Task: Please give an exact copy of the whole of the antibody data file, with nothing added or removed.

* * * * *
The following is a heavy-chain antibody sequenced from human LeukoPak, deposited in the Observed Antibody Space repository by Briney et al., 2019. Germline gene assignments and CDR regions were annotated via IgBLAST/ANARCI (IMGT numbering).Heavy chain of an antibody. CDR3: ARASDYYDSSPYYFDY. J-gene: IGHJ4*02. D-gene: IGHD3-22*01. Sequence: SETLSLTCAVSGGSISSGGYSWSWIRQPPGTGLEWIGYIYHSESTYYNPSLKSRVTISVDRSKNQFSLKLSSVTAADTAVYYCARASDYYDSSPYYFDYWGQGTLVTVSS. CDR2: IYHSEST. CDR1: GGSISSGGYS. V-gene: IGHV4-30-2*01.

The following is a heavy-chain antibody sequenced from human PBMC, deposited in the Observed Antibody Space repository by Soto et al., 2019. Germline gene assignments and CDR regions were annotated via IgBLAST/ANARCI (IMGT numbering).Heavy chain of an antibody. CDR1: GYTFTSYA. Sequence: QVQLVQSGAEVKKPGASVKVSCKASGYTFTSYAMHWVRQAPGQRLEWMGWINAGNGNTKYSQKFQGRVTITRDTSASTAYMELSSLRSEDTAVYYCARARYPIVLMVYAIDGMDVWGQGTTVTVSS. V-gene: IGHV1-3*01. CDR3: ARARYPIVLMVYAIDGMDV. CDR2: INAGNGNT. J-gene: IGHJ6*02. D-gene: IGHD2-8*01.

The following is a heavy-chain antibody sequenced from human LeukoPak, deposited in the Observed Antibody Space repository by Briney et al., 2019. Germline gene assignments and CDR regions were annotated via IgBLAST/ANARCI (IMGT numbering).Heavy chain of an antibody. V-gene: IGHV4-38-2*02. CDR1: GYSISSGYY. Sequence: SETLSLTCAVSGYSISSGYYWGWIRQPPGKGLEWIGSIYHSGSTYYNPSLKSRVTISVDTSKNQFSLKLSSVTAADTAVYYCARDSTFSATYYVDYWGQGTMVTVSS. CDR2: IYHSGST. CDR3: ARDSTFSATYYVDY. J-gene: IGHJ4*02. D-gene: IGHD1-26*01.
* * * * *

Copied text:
The following is a heavy-chain antibody sequenced from human LeukoPak, deposited in the Observed Antibody Space repository by Briney et al., 2019. Germline gene assignments and CDR regions were annotated via IgBLAST/ANARCI (IMGT numbering).Heavy chain of an antibody. CDR3: ARASDYYDSSPYYFDY. J-gene: IGHJ4*02. D-gene: IGHD3-22*01. Sequence: SETLSLTCAVSGGSISSGGYSWSWIRQPPGTGLEWIGYIYHSESTYYNPSLKSRVTISVDRSKNQFSLKLSSVTAADTAVYYCARASDYYDSSPYYFDYWGQGTLVTVSS. CDR2: IYHSEST. CDR1: GGSISSGGYS. V-gene: IGHV4-30-2*01.

The following is a heavy-chain antibody sequenced from human PBMC, deposited in the Observed Antibody Space repository by Soto et al., 2019. Germline gene assignments and CDR regions were annotated via IgBLAST/ANARCI (IMGT numbering).Heavy chain of an antibody. CDR1: GYTFTSYA. Sequence: QVQLVQSGAEVKKPGASVKVSCKASGYTFTSYAMHWVRQAPGQRLEWMGWINAGNGNTKYSQKFQGRVTITRDTSASTAYMELSSLRSEDTAVYYCARARYPIVLMVYAIDGMDVWGQGTTVTVSS. V-gene: IGHV1-3*01. CDR3: ARARYPIVLMVYAIDGMDV. CDR2: INAGNGNT. J-gene: IGHJ6*02. D-gene: IGHD2-8*01.

The following is a heavy-chain antibody sequenced from human LeukoPak, deposited in the Observed Antibody Space repository by Briney et al., 2019. Germline gene assignments and CDR regions were annotated via IgBLAST/ANARCI (IMGT numbering).Heavy chain of an antibody. V-gene: IGHV4-38-2*02. CDR1: GYSISSGYY. Sequence: SETLSLTCAVSGYSISSGYYWGWIRQPPGKGLEWIGSIYHSGSTYYNPSLKSRVTISVDTSKNQFSLKLSSVTAADTAVYYCARDSTFSATYYVDYWGQGTMVTVSS. CDR2: IYHSGST. CDR3: ARDSTFSATYYVDY. J-gene: IGHJ4*02. D-gene: IGHD1-26*01.